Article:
Many of us would like to think that if we witnessed unethical practices in a company, we would do the right thing. The consequences though, can be daunting.
Michael Woodford, CEO of Japan’s Olympus Corporation, shocked everyone when he blew the whistle on his own company. In less than two weeks as Chief Executive Officer, he was fired in the boardroom after uncovering and questioning the company’s $1.7 billion in mergers and acquisitions.
After spending 30 years at Olympus as an employee, Michael risked his career to uncover corruption within the company, which ended up costing him his job. At the time, he and his family were under tremendous emotional and financial pressure, especially as numerous people in the company were exposed of wrongdoing and the company’s stock fell by 75 percent.
Now think of what someone could say to avoid putting themselves at risk. “I don’t want to be a troublemaker” or “my family’s livelihood is at stake” are two phrases that come to mind. Rocking the boat feels too dangerous, so excuses are made instead.
In many situations, it seems easier just to maintain status quo, rather than confronting someone, reflecting on how we behave, or investigating something suspicious. We naturally want to keep going down the same route and maintain the same habits, even if we have to lie to ourselves.
Our interests, hobbies, and personality quirks are things that differentiate us. We might love to go hiking in the woods and have certain friends, but hate heading to certain places. And while these traits and behaviors can make us interesting as people, they also indicate certain things about who we are.
If someone uses a phrase that sets us off for an inexplicable reason and causes us to instantly dislike that person, it could be due to a negative experience in the past. Maybe another person we knew said the same thing and ended up breaking our trust. So whenever we hear that phrase or see something that reminds us of that person, alarm bells go off.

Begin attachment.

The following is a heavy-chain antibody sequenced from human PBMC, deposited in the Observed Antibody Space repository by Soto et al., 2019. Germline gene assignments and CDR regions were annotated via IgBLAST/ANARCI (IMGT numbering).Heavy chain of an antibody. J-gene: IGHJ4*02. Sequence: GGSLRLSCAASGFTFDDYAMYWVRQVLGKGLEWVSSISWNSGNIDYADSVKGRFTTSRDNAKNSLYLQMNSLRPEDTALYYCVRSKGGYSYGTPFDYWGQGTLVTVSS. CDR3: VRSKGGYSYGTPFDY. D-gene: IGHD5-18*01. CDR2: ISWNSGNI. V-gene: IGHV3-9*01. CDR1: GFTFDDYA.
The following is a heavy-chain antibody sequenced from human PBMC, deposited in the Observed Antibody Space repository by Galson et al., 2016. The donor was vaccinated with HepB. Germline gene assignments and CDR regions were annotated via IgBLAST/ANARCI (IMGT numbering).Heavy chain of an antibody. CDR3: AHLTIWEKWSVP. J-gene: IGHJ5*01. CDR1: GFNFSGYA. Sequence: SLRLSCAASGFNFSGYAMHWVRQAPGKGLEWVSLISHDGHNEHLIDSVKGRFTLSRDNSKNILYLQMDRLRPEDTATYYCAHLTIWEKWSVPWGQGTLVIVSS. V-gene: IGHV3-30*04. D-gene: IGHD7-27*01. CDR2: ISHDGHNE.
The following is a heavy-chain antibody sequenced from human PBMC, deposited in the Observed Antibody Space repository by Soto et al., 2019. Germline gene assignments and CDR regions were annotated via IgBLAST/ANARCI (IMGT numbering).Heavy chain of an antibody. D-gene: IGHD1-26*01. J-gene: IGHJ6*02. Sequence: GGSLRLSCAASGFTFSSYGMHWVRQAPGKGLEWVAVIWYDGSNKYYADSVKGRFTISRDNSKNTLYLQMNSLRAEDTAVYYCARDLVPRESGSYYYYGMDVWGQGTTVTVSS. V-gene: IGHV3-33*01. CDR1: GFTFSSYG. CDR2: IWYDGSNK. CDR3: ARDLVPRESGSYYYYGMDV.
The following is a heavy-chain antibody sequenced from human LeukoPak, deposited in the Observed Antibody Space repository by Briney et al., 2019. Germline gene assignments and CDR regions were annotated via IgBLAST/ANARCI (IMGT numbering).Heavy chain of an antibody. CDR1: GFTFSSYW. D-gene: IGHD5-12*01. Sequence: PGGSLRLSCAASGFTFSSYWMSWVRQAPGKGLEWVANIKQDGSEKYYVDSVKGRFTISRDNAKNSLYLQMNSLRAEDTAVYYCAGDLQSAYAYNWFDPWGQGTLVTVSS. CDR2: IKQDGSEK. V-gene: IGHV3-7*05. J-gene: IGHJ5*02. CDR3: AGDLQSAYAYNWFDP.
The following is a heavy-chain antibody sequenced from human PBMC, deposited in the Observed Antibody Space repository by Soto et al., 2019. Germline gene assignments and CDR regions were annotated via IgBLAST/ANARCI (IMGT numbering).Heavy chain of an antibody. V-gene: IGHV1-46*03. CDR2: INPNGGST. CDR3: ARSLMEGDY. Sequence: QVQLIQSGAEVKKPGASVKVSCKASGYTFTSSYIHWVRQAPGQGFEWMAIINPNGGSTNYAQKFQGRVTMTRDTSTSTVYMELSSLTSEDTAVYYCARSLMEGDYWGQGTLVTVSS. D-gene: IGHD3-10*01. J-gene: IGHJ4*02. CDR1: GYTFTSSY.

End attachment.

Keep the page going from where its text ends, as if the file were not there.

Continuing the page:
“I don’t trust that person. She seems like the type of person go back on her word,” we reason. If we react strongly to someone or something without a clear explanation, it’s likely because of a painful and memorable event in our lives. Fairly or not, we justify our actions, thoughts, or behaviors with a reason that may or may not fully make sense.
If it feels like your behavior isn’t lining up with who you want to be, stop and think about why that’s the case. Why do you feel a certain way? What’s causing your behavior? Are the justifications you tell yourself truthful or do they simply cover up the real reasons?
We’re afraid of being wrong because it feels like a failure on our part. But look at it another way. Not all failures are bad; they’re just a necessary part of learning.
It’s hard to open up to yourself about why you feel and act the way you do. Honesty takes strength.
Most of us would rather bury our heads in the sand and pretend that the problems we face aren’t so bad. We prefer to experience little bits of discomfort rather than risk being honest and having our careers, relationships, or finances blow up in front of us. After all, what comes next after the explosion?
It’s not easy to uncover truths, but once we do, we see everything much more clearly. We’re given the chance to make changes and build again.
Originally published at medium.com